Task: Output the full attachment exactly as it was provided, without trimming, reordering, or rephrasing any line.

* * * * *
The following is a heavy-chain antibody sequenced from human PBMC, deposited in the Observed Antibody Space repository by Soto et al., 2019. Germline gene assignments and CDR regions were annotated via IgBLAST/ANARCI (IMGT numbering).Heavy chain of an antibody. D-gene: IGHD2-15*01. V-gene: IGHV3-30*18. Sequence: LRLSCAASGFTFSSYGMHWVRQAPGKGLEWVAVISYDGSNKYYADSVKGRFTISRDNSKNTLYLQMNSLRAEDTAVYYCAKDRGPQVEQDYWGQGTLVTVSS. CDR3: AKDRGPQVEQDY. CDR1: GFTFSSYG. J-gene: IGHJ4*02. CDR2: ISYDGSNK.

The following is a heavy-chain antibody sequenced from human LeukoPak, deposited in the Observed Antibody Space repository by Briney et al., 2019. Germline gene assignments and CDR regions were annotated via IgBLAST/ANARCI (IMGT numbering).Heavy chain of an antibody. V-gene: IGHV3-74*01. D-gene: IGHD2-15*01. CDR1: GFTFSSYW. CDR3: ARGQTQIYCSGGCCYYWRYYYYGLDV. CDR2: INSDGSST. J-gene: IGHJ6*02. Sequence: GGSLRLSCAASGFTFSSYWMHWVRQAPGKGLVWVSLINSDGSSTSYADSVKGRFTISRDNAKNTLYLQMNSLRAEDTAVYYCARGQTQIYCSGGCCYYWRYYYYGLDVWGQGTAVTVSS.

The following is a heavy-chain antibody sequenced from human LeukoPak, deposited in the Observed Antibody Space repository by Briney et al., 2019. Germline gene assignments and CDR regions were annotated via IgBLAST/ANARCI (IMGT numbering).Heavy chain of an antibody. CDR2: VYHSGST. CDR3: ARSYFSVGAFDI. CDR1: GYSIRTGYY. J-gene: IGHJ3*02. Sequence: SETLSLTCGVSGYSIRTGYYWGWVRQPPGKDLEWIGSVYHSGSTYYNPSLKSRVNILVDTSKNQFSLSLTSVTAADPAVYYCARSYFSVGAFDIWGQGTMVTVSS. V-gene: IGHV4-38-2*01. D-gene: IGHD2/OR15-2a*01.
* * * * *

The following is a heavy-chain antibody sequenced from human PBMC, deposited in the Observed Antibody Space repository by Soto et al., 2019. Germline gene assignments and CDR regions were annotated via IgBLAST/ANARCI (IMGT numbering).Heavy chain of an antibody. D-gene: IGHD2-15*01. V-gene: IGHV3-30*18. Sequence: LRLSCAASGFTFSSYGMHWVRQAPGKGLEWVAVISYDGSNKYYADSVKGRFTISRDNSKNTLYLQMNSLRAEDTAVYYCAKDRGPQVEQDYWGQGTLVTVSS. CDR3: AKDRGPQVEQDY. CDR1: GFTFSSYG. J-gene: IGHJ4*02. CDR2: ISYDGSNK.

The following is a heavy-chain antibody sequenced from human LeukoPak, deposited in the Observed Antibody Space repository by Briney et al., 2019. Germline gene assignments and CDR regions were annotated via IgBLAST/ANARCI (IMGT numbering).Heavy chain of an antibody. V-gene: IGHV3-74*01. D-gene: IGHD2-15*01. CDR1: GFTFSSYW. CDR3: ARGQTQIYCSGGCCYYWRYYYYGLDV. CDR2: INSDGSST. J-gene: IGHJ6*02. Sequence: GGSLRLSCAASGFTFSSYWMHWVRQAPGKGLVWVSLINSDGSSTSYADSVKGRFTISRDNAKNTLYLQMNSLRAEDTAVYYCARGQTQIYCSGGCCYYWRYYYYGLDVWGQGTAVTVSS.

The following is a heavy-chain antibody sequenced from human LeukoPak, deposited in the Observed Antibody Space repository by Briney et al., 2019. Germline gene assignments and CDR regions were annotated via IgBLAST/ANARCI (IMGT numbering).Heavy chain of an antibody. CDR2: VYHSGST. CDR3: ARSYFSVGAFDI. CDR1: GYSIRTGYY. J-gene: IGHJ3*02. Sequence: SETLSLTCGVSGYSIRTGYYWGWVRQPPGKDLEWIGSVYHSGSTYYNPSLKSRVNILVDTSKNQFSLSLTSVTAADPAVYYCARSYFSVGAFDIWGQGTMVTVSS. V-gene: IGHV4-38-2*01. D-gene: IGHD2/OR15-2a*01.